Sarah Hall stands before the Glory window in progress at Glasmalerei Peters Studio in Germany where her windows were created.


Sarah Hall stands before the Glory window in progress at Glasmalerei Peters Studio in Germany where her windows were created.

January 23, 2012

One of the most striking features of Saskatoon's new Cathedral of the Holy Family is the innovative stained glass that adorns the building's white spire.

Those driving by on busy Attridge Drive can clearly see the solar-cell-equipped glass art of Lux Gloria, arrayed in three large sections of colour - red, gold and blue-green. Twelve small golden crosses are visible in the swirling colours of the glass panels.

Canadian artist Sarah Hall says the design was inspired by prairie skies and the glory of light and creation. Visiting Saskatoon recently for the installation of five interior non-solar windows that she also designed, Hall reflected on the impact of the solar stained glass feature.

"I am so happy, because for the first time we have been able to bring strong colour to the outside of a building," she said. Traditional stained glass is often invisible from the outside.

Even on a grey day, the colour captures attention, and when the sun hits the spire, the effect is both "dazzling and celestial," she said. "For me, this celebrates the glory of God."

The south-facing Lux Gloria panes collect solar energy to help meet the building's electrical needs. God has created light, and from that gift we are also creating light, and honouring the gifts of creation, noted Hall.

"There is a partnership with the sun and a partnership with light and it is manifested in such a way that is only possible with our latest technologies."

Inside the building, in the cathedral's worship space, five stained glass windows circle the sanctuary, drawing eyes upward to the upper-level windows.


Inspired by the Saskatchewan landscape, the Scriptures and the story of revelation, the five windows are entitled Creation, Covenant, Incarnation, Resurrection and Glory.

The five windows create a narrative. "They are part of a story. These are not just windows, they are proclamations," she said.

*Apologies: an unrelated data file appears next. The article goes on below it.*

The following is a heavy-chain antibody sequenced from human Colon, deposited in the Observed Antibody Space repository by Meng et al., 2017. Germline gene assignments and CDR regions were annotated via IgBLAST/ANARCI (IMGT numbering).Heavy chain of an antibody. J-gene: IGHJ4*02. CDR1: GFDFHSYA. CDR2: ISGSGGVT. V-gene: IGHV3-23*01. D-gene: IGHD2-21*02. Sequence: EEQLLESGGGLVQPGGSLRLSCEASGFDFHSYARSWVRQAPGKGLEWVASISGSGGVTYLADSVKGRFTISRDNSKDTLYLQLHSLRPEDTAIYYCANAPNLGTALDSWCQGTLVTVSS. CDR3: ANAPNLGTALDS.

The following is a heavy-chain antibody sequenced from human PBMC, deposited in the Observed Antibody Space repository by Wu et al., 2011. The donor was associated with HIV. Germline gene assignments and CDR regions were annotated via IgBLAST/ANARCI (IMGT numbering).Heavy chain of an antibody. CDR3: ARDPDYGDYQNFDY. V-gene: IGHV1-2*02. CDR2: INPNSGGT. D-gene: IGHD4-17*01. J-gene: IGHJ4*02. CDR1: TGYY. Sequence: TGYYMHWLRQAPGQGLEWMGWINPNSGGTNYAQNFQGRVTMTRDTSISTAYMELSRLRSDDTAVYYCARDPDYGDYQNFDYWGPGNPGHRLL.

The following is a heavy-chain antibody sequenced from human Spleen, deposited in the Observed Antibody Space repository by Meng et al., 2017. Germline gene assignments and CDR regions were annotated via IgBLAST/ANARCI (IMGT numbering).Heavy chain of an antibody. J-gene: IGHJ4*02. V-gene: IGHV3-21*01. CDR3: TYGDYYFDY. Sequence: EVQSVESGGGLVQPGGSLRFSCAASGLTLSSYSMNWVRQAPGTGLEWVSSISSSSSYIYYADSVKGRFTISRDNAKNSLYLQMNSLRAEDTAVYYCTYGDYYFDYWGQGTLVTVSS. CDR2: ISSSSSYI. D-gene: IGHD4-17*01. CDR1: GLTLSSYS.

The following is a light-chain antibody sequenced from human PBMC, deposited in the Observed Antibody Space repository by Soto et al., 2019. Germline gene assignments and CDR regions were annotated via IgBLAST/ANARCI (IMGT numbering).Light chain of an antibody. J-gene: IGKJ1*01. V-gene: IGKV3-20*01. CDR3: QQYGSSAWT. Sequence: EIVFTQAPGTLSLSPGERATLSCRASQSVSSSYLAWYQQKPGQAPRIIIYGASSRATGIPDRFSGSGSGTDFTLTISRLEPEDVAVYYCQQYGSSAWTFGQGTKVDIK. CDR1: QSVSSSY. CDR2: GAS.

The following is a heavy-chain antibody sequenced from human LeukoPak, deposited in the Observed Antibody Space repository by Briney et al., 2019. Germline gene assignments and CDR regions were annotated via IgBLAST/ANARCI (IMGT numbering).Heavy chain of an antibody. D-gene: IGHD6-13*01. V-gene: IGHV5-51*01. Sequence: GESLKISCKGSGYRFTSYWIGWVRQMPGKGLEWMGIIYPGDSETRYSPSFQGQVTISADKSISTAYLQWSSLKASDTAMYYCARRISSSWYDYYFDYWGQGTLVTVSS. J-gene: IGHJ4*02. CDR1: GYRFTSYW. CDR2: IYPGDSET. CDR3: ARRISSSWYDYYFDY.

At the same time, the themes are also cyclical, containing images of life, death and the emergence of new life. "It's a universal story as well."

The five themes span the story of divine revelation - beginning with Creation, then moving to Covenant with its imagery of the rainbow, the burning bush and the parting of the Red Sea.

The Incarnation window explores the theme of God coming to dwell among us, enfleshed in the here and now of this time and place, said Hall. "Between Covenant and the next window, Resurrection, comes Incarnation, the birth of Christ. That has to be the strongest light - it is pivotal."

The Resurrection window above the altar features imagery of light and revelation, and text in Aramaic, the language of Jesus: words from the Sermon on the Mount, including the Beatitudes and the Lord's Prayer, as well as the Apostles' Creed.

The fifth window is entitled Glory. Texts sent by Bishop Donald Bolen helped Hall to depict the transformation of eternity.

Mustard seed

Hall turned to the parable of the kingdom of God being like a mustard seed that grows to be the largest tree, filled with birds of every kind - depicting a tree of life bursting with motion and colour, showing a world of light and beauty transformed and born anew as in a beatific, eternal vision.

In their stunning beauty, the windows are a way of evangelizing to our culture in a gentle and profound way, said Bolen. "Their beauty is going to attract people in our community - even people who are not Catholic, or even Christian."